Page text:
The nine-judge bench of the Supreme Court, which determined that privacy is a Fundamental Right, said that the case presented challenges for constitutional interpretation. Thursday's judgment was delivered by Chief Justice of India JS Khehar, who ruled that "right to privacy is an intrinsic part of Right to Life and Personal Liberty" under Article 21 and entire Part III of the Constitution.
Other members of the bench in Thurday's judgment were Justices J Chelameswar, SA Bobde, RK Agrawal, RF Nariman, AM Sapre, DY Chandrachud, S Abdul Nazeer and SK Kaul. The bench unanimously said that privacy allows each human being to be left alone, which is inviolable. Here's what each judge said while delivering the verdict:
Chelameswar said that the verdict in the MP Sharma case did not examine whether Right to Privacy is implied in any other Fundamental Right guaranteed under the Constitution. Therefore, he disregarded the ruling in the earlier case, suggesting that the earlier case wasn't an authority in determining if the Right to Privacy was enshrined in the Constitution. He also said that he believes the majority view, that the right to privacy is not guaranteed under our Constitution, is illogical.
He gave the example of the "right to go abroad" and the "right to speedy trial of criminal cases", which were read into Article 21 of the Constitution but cannot be found in the exact text of the Constitution. "I don't think that anybody in the country would like to have the officers of the State intruding into their homes or private properties without their consent," he added.
Bobde also argiued that the verdict in the MP Sharma case is unconvincing because it was arrived at without an enquiry into whether Right to Privacy could exist in our Constitution. He added that privacy is both a common law as well as a Fundamental Right.
Privacy, he said, is the condition arrived at after excluding other persons and is a prerequisite for exercising liberty and freedom to perform activities.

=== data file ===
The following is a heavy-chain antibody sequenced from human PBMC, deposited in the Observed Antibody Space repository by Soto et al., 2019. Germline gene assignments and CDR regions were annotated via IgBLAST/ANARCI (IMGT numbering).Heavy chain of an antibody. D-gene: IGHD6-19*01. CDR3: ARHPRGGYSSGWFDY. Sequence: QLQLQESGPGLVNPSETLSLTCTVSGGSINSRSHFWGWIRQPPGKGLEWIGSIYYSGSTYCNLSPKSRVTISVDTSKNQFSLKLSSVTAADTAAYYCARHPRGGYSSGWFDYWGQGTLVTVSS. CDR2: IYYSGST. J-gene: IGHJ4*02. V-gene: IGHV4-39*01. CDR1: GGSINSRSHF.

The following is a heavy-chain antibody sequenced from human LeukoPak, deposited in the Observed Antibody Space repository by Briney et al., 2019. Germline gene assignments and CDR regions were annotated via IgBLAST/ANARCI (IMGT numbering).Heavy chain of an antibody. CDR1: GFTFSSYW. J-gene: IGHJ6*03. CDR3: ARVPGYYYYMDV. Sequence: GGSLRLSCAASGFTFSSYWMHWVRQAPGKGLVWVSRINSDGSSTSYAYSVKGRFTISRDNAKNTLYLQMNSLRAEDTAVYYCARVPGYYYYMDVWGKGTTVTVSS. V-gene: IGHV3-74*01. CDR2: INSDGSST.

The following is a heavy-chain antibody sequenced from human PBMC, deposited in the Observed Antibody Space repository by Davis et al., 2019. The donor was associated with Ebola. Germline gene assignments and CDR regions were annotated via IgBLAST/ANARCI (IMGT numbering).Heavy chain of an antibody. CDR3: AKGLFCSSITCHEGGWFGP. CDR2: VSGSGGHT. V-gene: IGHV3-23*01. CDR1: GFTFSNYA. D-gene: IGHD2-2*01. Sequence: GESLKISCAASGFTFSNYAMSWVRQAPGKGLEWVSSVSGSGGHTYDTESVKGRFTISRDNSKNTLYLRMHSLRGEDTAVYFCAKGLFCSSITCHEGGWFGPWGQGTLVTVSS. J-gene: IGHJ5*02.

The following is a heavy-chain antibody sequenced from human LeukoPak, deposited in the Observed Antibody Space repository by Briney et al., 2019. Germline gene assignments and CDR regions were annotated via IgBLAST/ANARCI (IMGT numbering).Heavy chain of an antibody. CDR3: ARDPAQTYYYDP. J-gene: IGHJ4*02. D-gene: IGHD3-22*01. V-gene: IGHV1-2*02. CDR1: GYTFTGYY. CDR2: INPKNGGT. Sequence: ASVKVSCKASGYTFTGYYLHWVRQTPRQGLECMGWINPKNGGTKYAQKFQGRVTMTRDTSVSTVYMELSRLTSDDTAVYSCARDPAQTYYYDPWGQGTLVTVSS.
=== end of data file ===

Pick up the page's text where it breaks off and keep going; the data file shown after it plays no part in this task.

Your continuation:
He concluded by saying that the right to claim a basic condition like privacy in which guaranteed fundamental rights can be exercised must be regarded as a fundamental right.
Sapre said that unity and integrity of the nation cannot survive unless dignity of every individual citizen is guaranteed. Therefore, he said, it is the duty of the courts to strike a balance between the changing needs of society and the protection of the rights of the citizens.
It was not possible for the framers of the Constitution to incorporate each and every right and the Constitution is susceptible to appropriate interpretation of its provisions, he added.
In his opinion, he said, Right to Privacy is essentially a natural right, which every human being inherited by birth. "Such right remains with the human being till s/he breathes his/her last," he added.
Although the Right to Privacy is not defined in law, the courts have assigned meaning to this in context of specific cases.
In his view, he said, it's as much a Fundamental Right guaranteed under Part III of the Constitution.
Sanjay Kishan Kaul
Kaul said that privacy is an inherent right, and if it wasn't given, it was because it already existed. It also said there should exist limits on the government's power, as well as the power of private sector entities.
There is no justification for making all information available to the public, he said. Let the Right of Privacy, an inherent right, be unequivocally a Fundamental Right embedded in Part III of the Constitution, but subject to restrictions, he concluded.
Published Date: Aug 24, 2017 17:37 PM | Updated Date: Aug 24, 2017 17:37 PM